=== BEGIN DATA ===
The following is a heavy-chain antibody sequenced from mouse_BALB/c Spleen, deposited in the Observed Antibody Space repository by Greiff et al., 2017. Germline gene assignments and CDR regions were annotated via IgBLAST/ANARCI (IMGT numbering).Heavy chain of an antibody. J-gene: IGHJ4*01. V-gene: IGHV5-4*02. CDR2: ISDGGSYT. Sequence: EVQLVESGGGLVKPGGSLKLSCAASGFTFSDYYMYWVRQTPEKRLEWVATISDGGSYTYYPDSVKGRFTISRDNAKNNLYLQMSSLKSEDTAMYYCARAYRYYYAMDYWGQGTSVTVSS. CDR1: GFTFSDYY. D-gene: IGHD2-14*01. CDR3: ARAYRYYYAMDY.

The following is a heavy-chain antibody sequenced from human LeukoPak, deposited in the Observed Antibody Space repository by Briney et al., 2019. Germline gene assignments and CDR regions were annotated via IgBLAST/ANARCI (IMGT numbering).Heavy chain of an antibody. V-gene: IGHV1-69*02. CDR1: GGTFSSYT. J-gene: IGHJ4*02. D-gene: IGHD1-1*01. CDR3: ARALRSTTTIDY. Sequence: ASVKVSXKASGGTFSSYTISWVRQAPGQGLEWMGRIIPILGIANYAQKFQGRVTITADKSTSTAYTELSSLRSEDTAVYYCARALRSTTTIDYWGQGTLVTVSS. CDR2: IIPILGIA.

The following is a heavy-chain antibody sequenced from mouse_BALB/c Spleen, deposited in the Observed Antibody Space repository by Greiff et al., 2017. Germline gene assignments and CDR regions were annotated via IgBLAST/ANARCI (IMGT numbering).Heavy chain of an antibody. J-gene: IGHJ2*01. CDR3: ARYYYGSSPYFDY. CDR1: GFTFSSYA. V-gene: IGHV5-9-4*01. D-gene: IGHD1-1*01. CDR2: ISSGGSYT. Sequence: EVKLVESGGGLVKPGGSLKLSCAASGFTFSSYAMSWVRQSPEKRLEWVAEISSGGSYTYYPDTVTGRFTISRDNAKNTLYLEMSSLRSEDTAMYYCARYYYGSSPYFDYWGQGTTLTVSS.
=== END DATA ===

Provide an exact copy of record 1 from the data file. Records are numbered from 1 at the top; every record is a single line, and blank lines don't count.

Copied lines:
The following is a heavy-chain antibody sequenced from mouse_BALB/c Spleen, deposited in the Observed Antibody Space repository by Greiff et al., 2017. Germline gene assignments and CDR regions were annotated via IgBLAST/ANARCI (IMGT numbering).Heavy chain of an antibody. J-gene: IGHJ4*01. V-gene: IGHV5-4*02. CDR2: ISDGGSYT. Sequence: EVQLVESGGGLVKPGGSLKLSCAASGFTFSDYYMYWVRQTPEKRLEWVATISDGGSYTYYPDSVKGRFTISRDNAKNNLYLQMSSLKSEDTAMYYCARAYRYYYAMDYWGQGTSVTVSS. CDR1: GFTFSDYY. D-gene: IGHD2-14*01. CDR3: ARAYRYYYAMDY.